As we passed, Giancarlo was tending to the half-scale Eternal Effigy of Al Harris, the smoldering straw man whose likeness was loathed by Vikings fans for ending Peterson's rookie season with a low hit that ripped apart the running back's LCL. It was our first time viewing the new bronze sculpture of Adrian bowling over Arizona cornerback Patrick Peterson on his trademark 2011 touchdown scamper in the structure's torch-lit inner chamber, and the shadows dancing off the sculpture gave it an even more aggressive feel. The sculpture looked to have been recently waxed; clearly, Peterson's memorial has remained the best-kept on the premises.

In contrast, the next plot over contains perhaps the worst-kept memorial on site: that commemorating Jared Allen's 2008 MCL sprain caused by a low block from Detroit Lions turnstile Gosder Cherilus. A sizable portion of the panel didn't think the injury even merited inclusion in the graveyard, but an artist's rendering of a plastic-molded pair of legs perpetually stomping a Detroit #77 jersey like some kind of visceral, never-ending wind-up toy won over a majority of the group. Sadly, the mechanisms inside the leg malfunctioned shortly after the statue's unveiling, and the politics of the panel have stalled their replacement.

Cedric Griffin's two torn ACLs are also symbolized by a pair of legs--two 4-foot-high brass statues perched precariously on a short marble base. The left leg points toward New Orleans, the site of Griffin's 2009 injury, and the hamstring came to a tapering, rounded point, like a big middle finger pointed toward the dirty Saints. Meanwhile, the right leg crosses in front of the left and faces east toward the Meadowlands, where Griffin's 2010 season ended. The left leg served as a primitive release of frustration after the 2009 NFC Championship Game, but now the sculpture looks as awkward as it sounds, like the lower half of a giant with a staph infection set to take a tumble. I blame the Jets. And the Saints again, because why not. Screw the Saints.

New Orleans was also the site of Al Jefferson's gag reflex-inducing ACL tear in early February 2009. Jefferson's memorial is simple: a laminated copy of the Timberwolves' January 2009 schedule, where the team had seemingly turned a corner in its rebuild after the Kevin Garnett trade. The team went 10-4 that month, and Jefferson was averaging over 23 points and 11 boards a game as the squad's dominant post presence. Nine days after that magical ride concluded, Jefferson hit the deck late in a match-up against the Hornets, clutching his knee and writhing in pain. The Wolves lost 25 of their last 32 games without Big Al. It was the last bit of forward progress shown by the Wolves until the arrival of the Catalan Conservator.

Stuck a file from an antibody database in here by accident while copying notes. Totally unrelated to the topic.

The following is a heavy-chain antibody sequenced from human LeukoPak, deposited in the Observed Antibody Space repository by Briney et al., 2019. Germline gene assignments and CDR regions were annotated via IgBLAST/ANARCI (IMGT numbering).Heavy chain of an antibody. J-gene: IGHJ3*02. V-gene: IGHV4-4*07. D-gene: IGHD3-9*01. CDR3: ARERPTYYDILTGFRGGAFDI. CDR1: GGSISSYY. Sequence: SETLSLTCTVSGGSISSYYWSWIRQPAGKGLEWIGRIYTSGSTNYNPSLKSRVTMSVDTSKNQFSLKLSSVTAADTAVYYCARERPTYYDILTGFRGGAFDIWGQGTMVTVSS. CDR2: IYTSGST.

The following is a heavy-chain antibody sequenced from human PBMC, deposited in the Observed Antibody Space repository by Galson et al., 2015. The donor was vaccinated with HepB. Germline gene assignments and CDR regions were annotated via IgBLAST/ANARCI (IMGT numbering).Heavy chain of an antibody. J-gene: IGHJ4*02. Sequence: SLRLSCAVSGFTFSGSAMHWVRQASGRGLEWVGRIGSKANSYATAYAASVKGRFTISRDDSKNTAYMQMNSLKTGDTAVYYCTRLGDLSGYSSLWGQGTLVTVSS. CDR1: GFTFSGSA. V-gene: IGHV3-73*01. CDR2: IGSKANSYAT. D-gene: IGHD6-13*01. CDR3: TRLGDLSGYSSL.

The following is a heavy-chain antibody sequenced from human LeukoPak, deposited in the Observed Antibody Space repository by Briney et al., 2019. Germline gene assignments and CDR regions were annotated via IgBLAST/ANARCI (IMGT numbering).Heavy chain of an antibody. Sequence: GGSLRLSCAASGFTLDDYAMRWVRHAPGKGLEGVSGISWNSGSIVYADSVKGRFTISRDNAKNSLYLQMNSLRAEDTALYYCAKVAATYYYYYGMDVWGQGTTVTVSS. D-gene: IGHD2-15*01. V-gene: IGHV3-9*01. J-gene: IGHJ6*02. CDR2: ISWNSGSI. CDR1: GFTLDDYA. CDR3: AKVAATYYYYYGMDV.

Alas, Ricky Rubio's 2011-12 season met its tragic end just over a month ago in the waning moments of the Wolves' most meaningful game in years. We passed the site where Ricky's sculpture is currently under construction, and the Panel spared no expense to commemorate the thrills and positive vibes with which the Spanish Assassin has already blessed us. I can already tell that the Rubio sculpture, when completed, will be my new favorite; the mock-up we've seen depicts a smiling Ricky bouncing a pass between Kobe Bryant's legs to an open Kevin Love while Nikola Pekovic clotheslines Bryant with his Templar tattooed arm and a nearby referee tweets his whistle and points an arm at Black Mamba.

A considerably smaller amount of schadenfreude was experienced as we observed the memorial for star Gopher forward Trevor Mbakwe, whose 2011-12 "first" senior season ended in a heap on the wooden floor of Orlando's HP Field House during the championship game of the Old Spice Classic early-season tournament. The prolific rebounder's injury is remembered through a single corrugated cardboard box nailed into the cemetery ground with four tent spikes. I sort of remember the symbolism having something to do with Mbakwe's acumen at boxing out opposing defenders; I definitely remember being quite hammered at the Panel's annual Christmas party when we voted on that memorial.